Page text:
Luther shines a light into the hearts and minds of psychopaths and killers, and the shadowy spaces of his own soul.
The six part miniseries first aired on BBC One in England earlier this year. A second series for Luther will air in England 2011. It will air as 2 two hour long movies.
I enjoyed part one. A nice change of pace to hear Idris talk in his native British accent. The actress who plays Alice Morgan looked familiar. Her name is Ruth Wilson. After doing a google search I recognized her from a PBS miniseries I saw earlier this year starring Naomie Harris titled Small Island.
If you missed part one you can catch it again on BBC America on Thursday October 21 at 9:00pm. New episodes of Luther air on Sundays at 10:00pm.
Yesterday’s Washington Post has an interesting article about rising star Idris Elba.
I first laid eyes on Mr. Elba, aka Stringer Bell in the HBO series The Wire. After leaving the show he starred in many films including Sometimes in April, The Gospel, Daddy’s Little Girls, American Gangster, 28 Weeks Later and Obsessed. He’s currently starring in the film Takers.
By Vanessa Williams
Saturday, August 28, 2010; C01
Idris Elba, looking as cool and virile as the fictional Baltimore drug lord whom he so memorably played on the acclaimed HBO series “The Wire,” winces at the mention of the s-word.
“Sexy?” he repeats, shifting in his chair and wrinkling his brow in a convincing display of mild discomfort. “I’m a little sheepish about it. Whenever I meet fans and they’re like, ‘Oh, you’re so sexy,’ I just don’t get that. There’s no way one man can be universally sexy.”
It’s a good answer, because had he said, “Hell, yeah, I’m sexy!” even in that cute British accent of his, it wouldn’t at all jibe with the image of the sensually serious man whose face these days is all over magazine covers and television and movie screens.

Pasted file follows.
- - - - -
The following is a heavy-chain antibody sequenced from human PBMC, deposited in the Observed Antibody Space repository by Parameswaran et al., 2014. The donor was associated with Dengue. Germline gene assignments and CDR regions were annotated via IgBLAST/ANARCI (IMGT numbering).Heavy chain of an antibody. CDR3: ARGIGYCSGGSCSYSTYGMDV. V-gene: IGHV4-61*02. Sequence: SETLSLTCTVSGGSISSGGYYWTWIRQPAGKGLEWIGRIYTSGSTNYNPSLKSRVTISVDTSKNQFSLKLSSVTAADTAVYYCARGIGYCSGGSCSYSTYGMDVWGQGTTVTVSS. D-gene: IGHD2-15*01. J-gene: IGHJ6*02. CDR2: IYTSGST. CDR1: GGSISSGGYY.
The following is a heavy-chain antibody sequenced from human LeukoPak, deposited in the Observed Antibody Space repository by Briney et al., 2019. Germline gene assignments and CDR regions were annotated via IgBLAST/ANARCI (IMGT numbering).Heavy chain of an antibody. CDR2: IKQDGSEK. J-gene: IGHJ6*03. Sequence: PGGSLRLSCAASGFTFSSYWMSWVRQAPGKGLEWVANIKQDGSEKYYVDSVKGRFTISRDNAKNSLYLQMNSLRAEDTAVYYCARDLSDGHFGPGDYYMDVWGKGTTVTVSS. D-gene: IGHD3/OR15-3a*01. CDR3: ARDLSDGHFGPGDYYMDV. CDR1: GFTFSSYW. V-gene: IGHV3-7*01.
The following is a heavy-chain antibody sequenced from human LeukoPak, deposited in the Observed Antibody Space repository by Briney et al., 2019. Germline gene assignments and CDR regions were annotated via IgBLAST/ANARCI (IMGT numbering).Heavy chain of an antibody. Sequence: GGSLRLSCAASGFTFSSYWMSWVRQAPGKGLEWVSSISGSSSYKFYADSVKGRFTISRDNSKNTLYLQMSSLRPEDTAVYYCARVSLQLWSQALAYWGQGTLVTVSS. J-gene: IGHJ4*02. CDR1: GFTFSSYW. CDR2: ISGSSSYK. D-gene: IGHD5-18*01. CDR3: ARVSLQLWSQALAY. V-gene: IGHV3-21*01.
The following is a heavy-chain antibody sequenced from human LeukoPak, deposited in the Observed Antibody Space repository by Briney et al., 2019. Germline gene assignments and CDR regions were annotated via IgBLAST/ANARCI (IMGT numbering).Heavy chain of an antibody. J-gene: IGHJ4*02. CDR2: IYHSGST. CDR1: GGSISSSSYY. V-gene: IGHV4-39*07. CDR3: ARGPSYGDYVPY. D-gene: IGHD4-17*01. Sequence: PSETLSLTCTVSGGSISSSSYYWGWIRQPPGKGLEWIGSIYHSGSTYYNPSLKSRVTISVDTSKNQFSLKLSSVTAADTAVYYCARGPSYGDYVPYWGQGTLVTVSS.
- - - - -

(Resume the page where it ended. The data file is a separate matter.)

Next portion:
Right now, Elba’s career as an actor also is hot.
And that is something he is not only comfortable with, but eager to talk about. Elba, through the character of Russell “Stringer” Bell, seduced a loyal following that crossed race, class and gender lines. He also has been the most successful acting alumnus of the series, appearing in a number of movies, such as “American Gangster” with Denzel Washington and Russell Crowe, and several episodes of the TV sitcom “The Office.”
His latest project, “Takers,” a heist flick starring the rapper T.I., Chris Brown and Matt Dillon, opened Friday. Once again, Elba plays a cerebral criminal, the head of a high-tech, high-class ring of thieves who rob banks for big bucks.
He is also back on premium cable TV, in a recurring role in Showtime’s new series “The Big C,” starring Laura Linney. He will play a love interest of her character, an uptight suburban homemaker who decides to let loose after learning she has terminal cancer. And last year, he was praised in England for his starring role in a new BBC cop drama, “Luther,” which U.S. fans will get to see later this year on BBC America.
Check out the entire Post article here.
Idris Elba’s slow and steady rise might speed up with this news: The Wire actor has been cast as Dr. Alex Cross in a reboot of the role that Morgan Freeman originated in Kiss the Girls and Along Came A Spider. Deadline reports that Elba will star in David Twohy’s adaptation of James Patterson’s novel Cross, the 12th book in the series, which follows the forensic psychologist as he tries to help nab a serial rapist and mutilator (Michael Sullivan, the Butcher of Sligo) who used to work for the mob and may have killed Cross’ pregnant wife years earlier.